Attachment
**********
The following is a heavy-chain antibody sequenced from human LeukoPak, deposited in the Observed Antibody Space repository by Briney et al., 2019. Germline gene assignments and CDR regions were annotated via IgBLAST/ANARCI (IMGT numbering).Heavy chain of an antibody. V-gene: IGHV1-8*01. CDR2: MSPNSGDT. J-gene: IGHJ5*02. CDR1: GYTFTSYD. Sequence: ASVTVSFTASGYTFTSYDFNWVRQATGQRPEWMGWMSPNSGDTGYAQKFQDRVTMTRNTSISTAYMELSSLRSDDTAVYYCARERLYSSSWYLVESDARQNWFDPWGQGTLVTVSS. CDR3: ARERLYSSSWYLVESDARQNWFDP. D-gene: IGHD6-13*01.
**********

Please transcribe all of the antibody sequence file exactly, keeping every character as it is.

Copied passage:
The following is a heavy-chain antibody sequenced from human LeukoPak, deposited in the Observed Antibody Space repository by Briney et al., 2019. Germline gene assignments and CDR regions were annotated via IgBLAST/ANARCI (IMGT numbering).Heavy chain of an antibody. V-gene: IGHV1-8*01. CDR2: MSPNSGDT. J-gene: IGHJ5*02. CDR1: GYTFTSYD. Sequence: ASVTVSFTASGYTFTSYDFNWVRQATGQRPEWMGWMSPNSGDTGYAQKFQDRVTMTRNTSISTAYMELSSLRSDDTAVYYCARERLYSSSWYLVESDARQNWFDPWGQGTLVTVSS. CDR3: ARERLYSSSWYLVESDARQNWFDP. D-gene: IGHD6-13*01.